Plant-based medication may be an effective therapy to help people quit vaping

Eleven million U.S. adults use e-cigarettes to vape nicotine, and about half of them say that they want to stop, but many have trouble doing so because nicotine is an addictive drug.

A plant-based medication called cytisinicline may be an effective therapy to help them stop vaping, according to the results of a new clinical trial co-led by an investigator from Massachusetts General Hospital, a founding member of the Mass General Brigham healthcare system. The trial's findings are published in JAMA Internal Medicine.

In the double-blind randomized clinical trial, 160 adults who vaped nicotine but did not currently smoke cigarettes were assigned to take either oral cytisinicline or placebo tablets for 12 weeks. All participants had weekly behavioral support to stop vaping.

At the end of treatment, participants receiving cytisinicline were more than twice as likely as those receiving placebo to have successfully abstained from vaping for weeks 9 to 12 (31.8% vs 15.1%, p=.04). The drug was well tolerated, with comparable rates of side effects between the groups. The study was conducted at Massachusetts General Hospital and 4 other sites.

No medication has been approved by the FDA for vaping cessation in the United States. Our study indicates that cytisinicline might be an option to fill this gap and help adult vapers to stop using e-cigarettes."

Nancy A. Rigotti, MD, lead author, director of Massachusetts General Hospital's Tobacco Research and Treatment Center and a professor of medicine at Harvard Medical School

The team tested cytisinicline for vaping because the drug binds to nicotine receptors on brain cells. In their previous clinical trial, the research team found that cytisinicline helped people to quit smoking traditional cigarettes. They hypothesized that it might also help people to stop vaping nicotine. "The results of our study need to be confirmed in a larger trial with longer follow-up," said Rigotti, "but they are promising."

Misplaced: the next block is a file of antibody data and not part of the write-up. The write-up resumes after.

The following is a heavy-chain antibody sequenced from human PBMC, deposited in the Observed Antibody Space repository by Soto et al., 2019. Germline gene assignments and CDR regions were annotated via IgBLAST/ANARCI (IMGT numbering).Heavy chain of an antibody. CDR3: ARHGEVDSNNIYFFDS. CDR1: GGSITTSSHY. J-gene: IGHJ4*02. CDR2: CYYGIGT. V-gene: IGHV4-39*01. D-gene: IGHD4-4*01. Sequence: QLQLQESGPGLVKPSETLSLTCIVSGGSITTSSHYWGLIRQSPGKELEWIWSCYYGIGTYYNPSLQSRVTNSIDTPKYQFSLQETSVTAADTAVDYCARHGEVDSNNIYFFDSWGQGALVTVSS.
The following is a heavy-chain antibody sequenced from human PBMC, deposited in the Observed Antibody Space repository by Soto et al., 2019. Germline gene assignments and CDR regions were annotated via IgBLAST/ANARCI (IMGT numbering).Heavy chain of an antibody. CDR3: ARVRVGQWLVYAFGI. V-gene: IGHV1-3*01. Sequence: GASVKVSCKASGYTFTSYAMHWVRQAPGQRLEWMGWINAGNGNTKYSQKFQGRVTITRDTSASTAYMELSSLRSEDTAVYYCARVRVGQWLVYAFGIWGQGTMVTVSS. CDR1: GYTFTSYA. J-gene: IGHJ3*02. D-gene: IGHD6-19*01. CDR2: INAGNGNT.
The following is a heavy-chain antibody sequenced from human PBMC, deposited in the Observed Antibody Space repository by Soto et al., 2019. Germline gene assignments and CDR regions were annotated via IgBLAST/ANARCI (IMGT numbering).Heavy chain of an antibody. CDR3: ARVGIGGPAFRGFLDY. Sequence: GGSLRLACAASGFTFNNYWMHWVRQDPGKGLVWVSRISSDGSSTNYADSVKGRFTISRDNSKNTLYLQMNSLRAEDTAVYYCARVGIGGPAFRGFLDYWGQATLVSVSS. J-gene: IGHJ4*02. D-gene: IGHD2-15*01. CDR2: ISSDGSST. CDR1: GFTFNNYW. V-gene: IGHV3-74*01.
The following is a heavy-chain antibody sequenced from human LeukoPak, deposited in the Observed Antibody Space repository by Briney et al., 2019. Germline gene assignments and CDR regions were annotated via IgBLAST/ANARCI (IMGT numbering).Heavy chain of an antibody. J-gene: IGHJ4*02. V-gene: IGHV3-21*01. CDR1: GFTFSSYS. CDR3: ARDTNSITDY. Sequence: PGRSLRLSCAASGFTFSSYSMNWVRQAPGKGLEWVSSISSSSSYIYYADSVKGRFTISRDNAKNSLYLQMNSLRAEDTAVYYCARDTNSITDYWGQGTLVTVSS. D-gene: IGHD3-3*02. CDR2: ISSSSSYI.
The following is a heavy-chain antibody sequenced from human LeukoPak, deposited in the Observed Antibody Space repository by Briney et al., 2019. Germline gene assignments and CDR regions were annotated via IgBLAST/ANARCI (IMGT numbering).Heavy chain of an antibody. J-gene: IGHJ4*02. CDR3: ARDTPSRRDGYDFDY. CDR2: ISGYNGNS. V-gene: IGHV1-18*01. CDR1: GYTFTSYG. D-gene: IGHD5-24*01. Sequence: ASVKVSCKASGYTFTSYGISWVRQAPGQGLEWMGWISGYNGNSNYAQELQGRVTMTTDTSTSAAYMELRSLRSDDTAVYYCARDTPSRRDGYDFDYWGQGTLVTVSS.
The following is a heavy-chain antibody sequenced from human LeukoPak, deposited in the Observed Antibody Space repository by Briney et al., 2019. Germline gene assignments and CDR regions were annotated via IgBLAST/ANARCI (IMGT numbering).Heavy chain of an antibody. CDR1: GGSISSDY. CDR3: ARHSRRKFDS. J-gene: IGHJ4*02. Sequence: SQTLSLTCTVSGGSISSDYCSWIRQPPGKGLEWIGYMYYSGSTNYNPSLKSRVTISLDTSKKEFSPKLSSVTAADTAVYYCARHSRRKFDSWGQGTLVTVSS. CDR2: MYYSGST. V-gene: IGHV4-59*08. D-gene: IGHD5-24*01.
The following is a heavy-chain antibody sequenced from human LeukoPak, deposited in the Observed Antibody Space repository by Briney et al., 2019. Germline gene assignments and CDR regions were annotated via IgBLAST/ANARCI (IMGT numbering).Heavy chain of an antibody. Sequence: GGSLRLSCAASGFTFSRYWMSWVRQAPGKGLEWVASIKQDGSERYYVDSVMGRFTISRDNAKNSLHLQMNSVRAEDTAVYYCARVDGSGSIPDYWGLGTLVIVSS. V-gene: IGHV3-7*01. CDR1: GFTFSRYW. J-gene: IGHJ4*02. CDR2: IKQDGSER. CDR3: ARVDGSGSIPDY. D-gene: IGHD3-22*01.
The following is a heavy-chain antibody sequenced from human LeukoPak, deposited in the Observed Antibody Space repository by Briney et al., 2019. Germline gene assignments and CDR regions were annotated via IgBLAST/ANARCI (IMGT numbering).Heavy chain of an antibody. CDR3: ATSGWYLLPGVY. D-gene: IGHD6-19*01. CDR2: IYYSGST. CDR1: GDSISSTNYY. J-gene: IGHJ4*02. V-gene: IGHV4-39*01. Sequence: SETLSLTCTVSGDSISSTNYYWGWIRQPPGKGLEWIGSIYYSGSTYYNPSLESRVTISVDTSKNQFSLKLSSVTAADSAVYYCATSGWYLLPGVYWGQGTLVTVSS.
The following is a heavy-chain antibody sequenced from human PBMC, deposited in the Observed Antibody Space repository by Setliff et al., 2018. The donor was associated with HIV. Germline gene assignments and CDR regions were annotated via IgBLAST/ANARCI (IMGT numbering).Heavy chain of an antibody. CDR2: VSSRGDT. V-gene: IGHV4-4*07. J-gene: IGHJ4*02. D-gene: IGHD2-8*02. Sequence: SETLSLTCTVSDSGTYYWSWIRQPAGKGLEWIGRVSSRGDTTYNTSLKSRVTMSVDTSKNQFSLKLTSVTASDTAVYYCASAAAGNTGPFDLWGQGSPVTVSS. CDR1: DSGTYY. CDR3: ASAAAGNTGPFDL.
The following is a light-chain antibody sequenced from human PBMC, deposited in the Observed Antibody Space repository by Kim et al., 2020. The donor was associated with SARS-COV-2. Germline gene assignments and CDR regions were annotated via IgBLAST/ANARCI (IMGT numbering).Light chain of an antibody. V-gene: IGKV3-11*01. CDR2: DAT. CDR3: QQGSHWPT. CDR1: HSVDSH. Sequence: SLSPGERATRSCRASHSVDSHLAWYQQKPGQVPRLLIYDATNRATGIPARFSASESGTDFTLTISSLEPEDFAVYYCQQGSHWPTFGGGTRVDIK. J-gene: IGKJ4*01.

Source:
Journal reference:

Rigotti, N. A., et al. (2024). Cytisinicline for Vaping Cessation in Adults Using Nicotine E-Cigarettes: The ORCA-V1 Randomized Clinical Trial. JAMA Internal Medicine. doi.org/10.1001/jamainternmed.2024.1313.

Comments

The opinions expressed here are the views of the writer and do not necessarily reflect the views and opinions of News Medical.
Post a new comment
Post

While we only use edited and approved content for Azthena answers, it may on occasions provide incorrect responses. Please confirm any data provided with the related suppliers or authors. We do not provide medical advice, if you search for medical information you must always consult a medical professional before acting on any information provided.

Your questions, but not your email details will be shared with OpenAI and retained for 30 days in accordance with their privacy principles.

Please do not ask questions that use sensitive or confidential information.

Read the full Terms & Conditions.

You might also like...
Breakthrough male contraceptive gel shows rapid results in clinical trial